Seven Personality Traits of Top Salespeople
If you ask an extremely successful salesperson, “What makes you different from the average sales rep?”
you will most likely get a less-than-accurate answer, if any answer at all. Frankly, the person may not
even know the real answer because most successful salespeople are simply doing what comes naturally.
Over the past decade, I have had the privilege of interviewing thousands of top business-to-business
salespeople who sell for some of the world’s leading companies. I’ve also administered personality tests
to 1,000 of them. My goal was to measure their five main personality traits (openness,
conscientiousness, extraversion, agreeableness, and negative emotionality) to better understand the
characteristics that separate them their peers.
The personality tests were given to high technology and business services salespeople as part of sales
strategy workshops I was conducting. In addition, tests were administered at Presidents Club meetings
(the incentive trip that top salespeople are awarded by their company for their outstanding
performance). The responses were then categorized by percentage of annual quota attainment and
classified into top performers, average performers, and below average performers categories.
The test results from top performers were then compared against average and below average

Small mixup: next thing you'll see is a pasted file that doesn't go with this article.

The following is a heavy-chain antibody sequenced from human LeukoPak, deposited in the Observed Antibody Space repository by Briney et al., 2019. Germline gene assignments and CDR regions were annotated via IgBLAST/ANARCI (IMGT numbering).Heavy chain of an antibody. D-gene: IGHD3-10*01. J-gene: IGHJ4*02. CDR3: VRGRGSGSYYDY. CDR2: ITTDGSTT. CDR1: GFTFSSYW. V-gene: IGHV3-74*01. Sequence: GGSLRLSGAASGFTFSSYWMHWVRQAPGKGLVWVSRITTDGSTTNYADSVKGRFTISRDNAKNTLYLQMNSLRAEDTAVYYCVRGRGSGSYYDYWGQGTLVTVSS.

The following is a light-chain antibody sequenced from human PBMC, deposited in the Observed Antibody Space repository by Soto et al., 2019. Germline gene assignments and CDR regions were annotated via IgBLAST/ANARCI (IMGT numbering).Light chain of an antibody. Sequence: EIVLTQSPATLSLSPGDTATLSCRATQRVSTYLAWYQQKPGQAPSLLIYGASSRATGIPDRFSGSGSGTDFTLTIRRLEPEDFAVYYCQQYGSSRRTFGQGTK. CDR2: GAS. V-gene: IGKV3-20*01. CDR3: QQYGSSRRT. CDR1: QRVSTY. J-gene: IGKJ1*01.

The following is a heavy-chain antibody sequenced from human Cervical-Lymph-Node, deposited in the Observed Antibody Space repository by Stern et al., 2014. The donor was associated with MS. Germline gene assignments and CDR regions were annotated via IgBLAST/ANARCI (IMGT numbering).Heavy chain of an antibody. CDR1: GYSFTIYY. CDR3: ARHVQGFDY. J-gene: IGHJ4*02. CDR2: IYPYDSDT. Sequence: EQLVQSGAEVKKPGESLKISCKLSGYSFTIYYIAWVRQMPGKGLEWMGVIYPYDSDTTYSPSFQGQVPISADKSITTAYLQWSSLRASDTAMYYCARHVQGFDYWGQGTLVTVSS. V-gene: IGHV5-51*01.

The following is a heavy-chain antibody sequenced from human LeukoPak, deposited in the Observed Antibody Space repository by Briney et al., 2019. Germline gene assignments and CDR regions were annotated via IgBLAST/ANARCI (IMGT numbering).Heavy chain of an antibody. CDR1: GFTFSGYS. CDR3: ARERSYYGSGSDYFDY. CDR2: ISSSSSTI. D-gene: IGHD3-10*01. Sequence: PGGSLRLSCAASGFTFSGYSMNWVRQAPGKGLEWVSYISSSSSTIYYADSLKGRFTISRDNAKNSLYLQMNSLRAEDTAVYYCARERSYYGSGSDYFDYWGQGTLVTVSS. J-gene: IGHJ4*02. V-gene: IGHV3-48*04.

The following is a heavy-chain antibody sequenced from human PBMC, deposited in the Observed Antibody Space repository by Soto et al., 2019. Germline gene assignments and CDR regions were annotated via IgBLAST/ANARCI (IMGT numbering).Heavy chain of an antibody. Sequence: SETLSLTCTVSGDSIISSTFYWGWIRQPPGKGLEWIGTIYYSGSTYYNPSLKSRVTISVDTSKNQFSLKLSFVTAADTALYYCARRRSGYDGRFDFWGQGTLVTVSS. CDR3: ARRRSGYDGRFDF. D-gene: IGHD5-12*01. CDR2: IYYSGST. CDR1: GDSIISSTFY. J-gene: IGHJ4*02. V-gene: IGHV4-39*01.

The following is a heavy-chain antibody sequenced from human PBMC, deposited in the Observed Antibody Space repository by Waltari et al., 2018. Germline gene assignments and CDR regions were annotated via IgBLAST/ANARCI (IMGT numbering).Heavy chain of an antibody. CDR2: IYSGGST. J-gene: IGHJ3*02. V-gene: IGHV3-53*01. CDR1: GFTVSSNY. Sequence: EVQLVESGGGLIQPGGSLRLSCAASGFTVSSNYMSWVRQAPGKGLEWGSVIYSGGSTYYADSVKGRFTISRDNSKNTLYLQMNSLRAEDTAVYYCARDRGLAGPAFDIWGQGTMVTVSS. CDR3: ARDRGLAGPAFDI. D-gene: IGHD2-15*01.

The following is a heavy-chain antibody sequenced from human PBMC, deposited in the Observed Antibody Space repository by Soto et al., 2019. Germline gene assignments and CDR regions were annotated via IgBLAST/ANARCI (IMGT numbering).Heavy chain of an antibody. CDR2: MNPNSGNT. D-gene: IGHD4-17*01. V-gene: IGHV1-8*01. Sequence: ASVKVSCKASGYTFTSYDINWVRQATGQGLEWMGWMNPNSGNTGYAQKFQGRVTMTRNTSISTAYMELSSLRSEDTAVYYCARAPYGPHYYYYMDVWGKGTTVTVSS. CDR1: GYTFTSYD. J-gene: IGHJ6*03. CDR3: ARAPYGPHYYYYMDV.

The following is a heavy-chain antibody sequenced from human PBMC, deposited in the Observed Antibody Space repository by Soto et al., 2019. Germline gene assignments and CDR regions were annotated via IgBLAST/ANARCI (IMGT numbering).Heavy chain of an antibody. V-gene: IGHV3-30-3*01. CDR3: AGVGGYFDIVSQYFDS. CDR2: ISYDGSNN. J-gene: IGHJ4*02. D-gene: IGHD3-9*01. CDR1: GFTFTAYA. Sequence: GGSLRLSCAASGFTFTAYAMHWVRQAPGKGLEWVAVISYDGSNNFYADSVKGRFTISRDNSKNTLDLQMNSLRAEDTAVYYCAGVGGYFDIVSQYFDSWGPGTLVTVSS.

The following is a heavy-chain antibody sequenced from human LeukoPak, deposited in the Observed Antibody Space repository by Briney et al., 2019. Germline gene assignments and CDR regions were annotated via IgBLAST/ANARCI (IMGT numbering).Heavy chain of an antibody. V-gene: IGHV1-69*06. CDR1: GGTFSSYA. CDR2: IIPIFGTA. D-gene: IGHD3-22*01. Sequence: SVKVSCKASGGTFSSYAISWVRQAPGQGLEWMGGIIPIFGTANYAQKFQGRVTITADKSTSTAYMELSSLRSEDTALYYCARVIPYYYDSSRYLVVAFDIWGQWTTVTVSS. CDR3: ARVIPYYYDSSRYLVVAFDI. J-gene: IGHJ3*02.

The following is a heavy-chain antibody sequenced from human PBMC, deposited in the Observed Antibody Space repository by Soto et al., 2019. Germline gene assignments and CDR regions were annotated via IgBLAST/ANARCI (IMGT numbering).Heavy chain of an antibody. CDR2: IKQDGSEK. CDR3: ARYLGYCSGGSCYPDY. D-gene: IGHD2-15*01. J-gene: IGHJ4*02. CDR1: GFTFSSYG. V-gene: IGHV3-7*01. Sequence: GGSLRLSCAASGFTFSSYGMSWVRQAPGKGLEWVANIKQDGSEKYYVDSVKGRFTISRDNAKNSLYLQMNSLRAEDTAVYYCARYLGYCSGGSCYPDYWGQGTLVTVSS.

performers. The findings indicate that key personality traits directly influence top performers’ selling
style and ultimately their success. Below, you will find the main key personality attributes of top
salespeople and the impact of the trait on their selling style.
1. Modesty. Contrary to conventional stereotypes that successful salespeople are pushy and egotistical,
91 percent of top salespeople had medium to high scores of modesty and humility. Furthermore, the
results suggest that ostentatious salespeople who are full of bravado alienate far more customers than
they win over.
Selling Style Impact: Team Orientation. As opposed to establishing themselves as the focal point of the
purchase decision, top salespeople position the team (presales technical engineers, consulting, and
management) that will help them win the account as the centerpiece.
2. Conscientiousness. Eighty-five percent of top salespeople had high levels of conscientiousness,
whereby they could be described as having a strong sense of duty and being responsible and reliable.
These salespeople take their jobs very seriously and feel deeply responsible for the results.
Selling Style Impact: Account Control. The worst position for salespeople to be in is to have relinquished
account control and to be operating at the direction of the customer, or worse yet, a competitor.
Conversely, top salespeople take command of the sales cycle process in order to control their own
3. Achievement Orientation. Eighty-four percent of the top performers tested scored very high in
achievement orientation. They are fixated on achieving goals and continuously measure their
performance in comparison to their goals.
Selling Style Impact: Political Orientation. During sales cycles, top sales, performers seek to understand